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Debunking TikTok’s ‘lucky girl syndrome’

'Lucky girl syndrome' has its detractors.


Tricia Crimmins


Posted on Mar 16, 2023   Updated on Mar 17, 2023, 6:38 am CDT

Problematic on TikTok is a weekly column that unpacks the troubling trends that are emerging on the popular platform and runs on Tuesdays in the Daily Dot’s web_crawlr newsletter. If you want to get this column a day before we publish it, subscribe to web_crawlr, where you’ll get the daily scoop of internet culture delivered straight to your inbox.


There are all types of “girls” on TikTok: clean girls, weird girls, mall girls, all of which have their own style and grouped aesthetic.

But in the last couple of months, a new “girl” has made it big on TikTok, and she’s more of a mindset than a “look.” Her name seems like a diagnosis—but the kind you’d want to get. She is “lucky girl syndrome.” 

It all started with a video of two college students eating Chinese food in a car, wherein they explain that they have started saying “everything works out for me,” or “everything works out for us,” to a point where they started to believe it. And, they say that things truly have started to work out for them: specific restaurants they’re craving are open when they want takeout, their housing placements were favorable, and they passed their final exams.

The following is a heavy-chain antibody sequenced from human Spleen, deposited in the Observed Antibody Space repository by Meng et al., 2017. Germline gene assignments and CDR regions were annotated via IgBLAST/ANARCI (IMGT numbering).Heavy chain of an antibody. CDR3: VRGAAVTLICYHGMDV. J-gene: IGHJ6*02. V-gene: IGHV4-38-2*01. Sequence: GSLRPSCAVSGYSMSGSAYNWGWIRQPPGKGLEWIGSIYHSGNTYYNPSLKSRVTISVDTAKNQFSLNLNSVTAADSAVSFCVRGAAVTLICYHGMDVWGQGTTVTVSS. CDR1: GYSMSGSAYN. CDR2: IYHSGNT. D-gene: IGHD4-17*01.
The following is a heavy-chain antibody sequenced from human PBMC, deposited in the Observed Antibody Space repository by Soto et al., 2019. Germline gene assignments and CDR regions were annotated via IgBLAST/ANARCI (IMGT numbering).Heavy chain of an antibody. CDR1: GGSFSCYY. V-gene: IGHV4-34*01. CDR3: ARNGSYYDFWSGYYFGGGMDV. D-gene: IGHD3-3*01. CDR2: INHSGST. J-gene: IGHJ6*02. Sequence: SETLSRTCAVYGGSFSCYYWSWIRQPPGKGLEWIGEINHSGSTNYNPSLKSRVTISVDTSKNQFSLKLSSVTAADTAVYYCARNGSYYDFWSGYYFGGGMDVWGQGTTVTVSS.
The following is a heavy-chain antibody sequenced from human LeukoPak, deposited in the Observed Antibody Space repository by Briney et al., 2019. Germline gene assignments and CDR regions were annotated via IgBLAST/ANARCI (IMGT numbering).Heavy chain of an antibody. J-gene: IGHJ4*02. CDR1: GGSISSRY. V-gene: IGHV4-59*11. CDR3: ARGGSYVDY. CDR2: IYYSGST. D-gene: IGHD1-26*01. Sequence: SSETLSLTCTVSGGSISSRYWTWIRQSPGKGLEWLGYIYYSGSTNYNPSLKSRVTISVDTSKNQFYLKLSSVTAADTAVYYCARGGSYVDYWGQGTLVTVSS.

And their video has spawned into a movement. A TikTok audio of “lucky girl affirmations” has been used in over 25,000 videos, and a song by Carlina called “lucky girl”—released last month amid the trend—has over 625,000 plays on Spotify. Carlina’s song, which has been used in over 17,000 TikTok videos about lucky girl syndrome, sounds like affirmations, too. 

“I’m a lucky girl, and all good things come to me, flow to me, move through me,” Carlina sings. “Everything works out for me.”

But some lucky girl syndrome videos veer into manifestation hoaxes: TikTokers promise that if viewers make a TikTok using the sound they have in their video, they’ll get whatever they’re wishing for. These types of videos simply drive up views and engagement for the poster, rather than guarantee that viewers can get their desires because they’ve used a TikTok audio.

“Lucky girl syndrome” has its detractors. Some have pointed out that it’s simply a rebranding of the law of assumption, or the idea that if you believe something to be true, it will come true. But others have noted that “lucky girl syndrome” feels a lot like white privilege.

“Girls be like ‘yep I was born with lucky girl syndrome’ and they’re literally white cis conventionally attractive and have money,” TikToker @jijis.m0m wrote in the overlay text of a TikTok. “Like yeah duh.”

Why it matters

All “lucky girls” aren’t white, but after a quick scroll on TikTok, it’s evident that a majority of “lucky girls” are. And divorcing the “luck” that white people—who historically have more generational wealth due to historical systems that oppressed Black people—have from their privilege is a dangerous separation.

There’s no harm in believing that affirmations and manifestation can positively affect one’s life, but don’t forget who’s at a categorical advantage in society.

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*First Published: Mar 16, 2023, 6:00 am CDT